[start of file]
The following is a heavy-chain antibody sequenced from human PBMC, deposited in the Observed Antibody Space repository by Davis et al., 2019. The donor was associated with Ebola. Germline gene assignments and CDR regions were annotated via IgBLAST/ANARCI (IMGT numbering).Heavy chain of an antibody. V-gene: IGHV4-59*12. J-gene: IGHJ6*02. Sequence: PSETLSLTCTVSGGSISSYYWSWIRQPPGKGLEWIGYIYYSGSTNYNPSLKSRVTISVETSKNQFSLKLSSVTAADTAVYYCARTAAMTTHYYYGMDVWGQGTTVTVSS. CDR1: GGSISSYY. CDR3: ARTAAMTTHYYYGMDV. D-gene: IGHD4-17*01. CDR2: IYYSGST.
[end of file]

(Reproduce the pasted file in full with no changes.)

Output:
The following is a heavy-chain antibody sequenced from human PBMC, deposited in the Observed Antibody Space repository by Davis et al., 2019. The donor was associated with Ebola. Germline gene assignments and CDR regions were annotated via IgBLAST/ANARCI (IMGT numbering).Heavy chain of an antibody. V-gene: IGHV4-59*12. J-gene: IGHJ6*02. Sequence: PSETLSLTCTVSGGSISSYYWSWIRQPPGKGLEWIGYIYYSGSTNYNPSLKSRVTISVETSKNQFSLKLSSVTAADTAVYYCARTAAMTTHYYYGMDVWGQGTTVTVSS. CDR1: GGSISSYY. CDR3: ARTAAMTTHYYYGMDV. D-gene: IGHD4-17*01. CDR2: IYYSGST.